They didn’t disappoint. In fact, my neck still hurts from the pre-tarded drunken flailing their music compelled me to partake in. It amounted to a butt-load of tumbling rhythms, melodies and tinny textures that shouldn’t seem to work on paper but do so when brought to life. Best performance of the festival, hands down.
I’m fairly sure I saw a punishing post-rock set from a band called Caspian later that night on Red River, but circumstances and alcohol conspired to leave that part of the evening fuzzy. Ahem. Check out my friend Loren Speer (a.k.a. The Bartender) on Donnybrook Writing Academy for his infinitely more sober, entertaining take on it.
Friday started with a quick trip to the convention center for an interview with Sub Pop A&R director Tony Kiewel for a Studio SX feature. Sitting in a glass box with cameras and lights trained on me while recovering from the previous night’s festivities, it occurred to me that my place is behind a keyboard, not a microphone.
Fortunately, the Rosebuds were playing at the Mohawk. The Merge pop-rock band is great on record (particularly their excellent 2005 disc “Birds Make Good Neighbors”) but even better live. Despite a couple technical hiccups, the band flattened the outdoor crowd with crowd favorites “Hold Hands and Fight” and “Boxcar,” as well as songs from their latest album, “Night of the Furies.” When the band came into the audience to direct a mass dance-along via acoustic guitars, I was in one of those blissful states — buzzed on music, beer and sunshine and holding back tears at the awesomeness of it all.
The day was punctuated with visits to the Mile High Fidelty party at the Jackalope (sponsored by The Denver Post’s Underground Music Showcase), which split the difference between a hometown reunion and a coming-out party.
Featuring loads of incredibly talented Denver acts, it made me so proud I wanted to hug everyone around me. Notable: Meese, playing an early but forceful set; indie-pop elders Dressy Bessy; Born in the Flood with Ben Desoto on drums; reliable spazz-punks the Photo Atlas; new/hot kids on the block Young Coyotes; the soul-meltingly awesome Overcasters; etc. After lots of free beer and a traumatizing few minutes half-watching a classic torture porn on Jackalope’s patio TVs, we stumbled toward Devo at Austin Music Hall.
By that point, however, we’d survived one of Ricardo Baca’s infamous pool parties and were low on verve, so Devo didn’t happen. (That, and my girlfriend was in the depths of allergy hell). No worries — there was still Saturday. That bleary day found its footing with an upbeat pop-rock act called Real Estate at Ms. Bea’s wide-open patio on 6th Street. My friends and I dove back into the strip for the Merge showcase at the Parish to see Telekinesis, another one of my favorite new bands.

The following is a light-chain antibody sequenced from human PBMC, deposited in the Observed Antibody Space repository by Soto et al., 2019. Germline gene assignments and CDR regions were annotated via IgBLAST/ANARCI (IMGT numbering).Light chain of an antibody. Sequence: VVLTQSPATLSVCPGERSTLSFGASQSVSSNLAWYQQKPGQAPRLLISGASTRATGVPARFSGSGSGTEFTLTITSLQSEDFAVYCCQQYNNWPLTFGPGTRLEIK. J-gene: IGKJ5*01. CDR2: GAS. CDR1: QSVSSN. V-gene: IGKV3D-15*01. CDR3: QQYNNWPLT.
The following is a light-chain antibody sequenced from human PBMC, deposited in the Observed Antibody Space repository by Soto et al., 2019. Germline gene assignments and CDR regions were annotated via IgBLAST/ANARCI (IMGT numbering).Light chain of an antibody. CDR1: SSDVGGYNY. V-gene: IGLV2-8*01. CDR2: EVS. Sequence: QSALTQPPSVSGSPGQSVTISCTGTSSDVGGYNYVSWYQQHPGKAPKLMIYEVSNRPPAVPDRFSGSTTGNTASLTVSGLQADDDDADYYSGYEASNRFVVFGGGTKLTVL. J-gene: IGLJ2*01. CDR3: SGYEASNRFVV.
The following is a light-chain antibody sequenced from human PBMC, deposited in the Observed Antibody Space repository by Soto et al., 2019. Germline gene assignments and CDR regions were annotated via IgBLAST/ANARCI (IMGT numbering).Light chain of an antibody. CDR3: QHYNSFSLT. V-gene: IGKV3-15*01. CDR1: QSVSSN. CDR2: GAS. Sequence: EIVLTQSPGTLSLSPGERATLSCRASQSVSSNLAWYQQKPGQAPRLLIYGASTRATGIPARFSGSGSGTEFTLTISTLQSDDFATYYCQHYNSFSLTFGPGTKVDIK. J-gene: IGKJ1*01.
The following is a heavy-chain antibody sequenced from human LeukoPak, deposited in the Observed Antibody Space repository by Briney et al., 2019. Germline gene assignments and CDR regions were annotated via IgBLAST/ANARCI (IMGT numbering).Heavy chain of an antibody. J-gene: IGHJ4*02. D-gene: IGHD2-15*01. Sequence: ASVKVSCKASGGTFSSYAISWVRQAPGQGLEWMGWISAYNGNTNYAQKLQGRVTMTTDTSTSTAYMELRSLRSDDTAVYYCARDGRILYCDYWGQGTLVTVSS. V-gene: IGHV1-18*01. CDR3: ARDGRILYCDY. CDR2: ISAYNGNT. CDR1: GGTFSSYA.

Drummer/singer/everything-man Michael Benjamin Lerner continued the proud tradition of Seattle music with ass-tight melodies and performances, falling somewhere between Death Cab, Elliott Smith and Guided by Voices. The Warlocks and Violens were on the platter on Club de Ville with so-so sets that struck my exhausted brain as more posturing than entertainment, although there were a few bright spots in the respective sets.
The Mae Shi played next door at the Mohawk, seeming to please their adoring fans, although I just couldn’t get into the shrill, tween-quality self-involvement of it all. Christ, I should have waited until HEALTH came on next. Oozing with hipster cachet but utterly unlistenable (in the worst, least interesting of ways), the band did everything it could to shake the audience free from its eardrums. I mostly sat on the upstairs patio talking and drinking with friends, but by the time headliners Monotonix came around, I was barely awake (yeah… I’m old. At 31).
Granted — I’d seen Monotonix at last year’s SXSW and they were easily the best show of the bunch, crowd-surfing with their instruments, pouring beer over everyone and climbing anything they could like drug-addled spidermen. They also destroyed the Bluebird Theater when I saw them play Denver last October. But at this point, I’d had my fill of everything and a soft, quiet bed seemed like the best (and only) thing I could handle at that point.
Thank you, SXSW, for once again showing me my limits, taking me far past them and dropping me off in a pile of ruin at the edge of the world. There’s nothing else like you.
John Wenzel is the co-editor of Reverb and an arts and entertainment writer for The Denver Post. He recently published the book “Mock Stars: Indie Comedy and the Dangerously Funny” and also edits the Get Real Denver blog.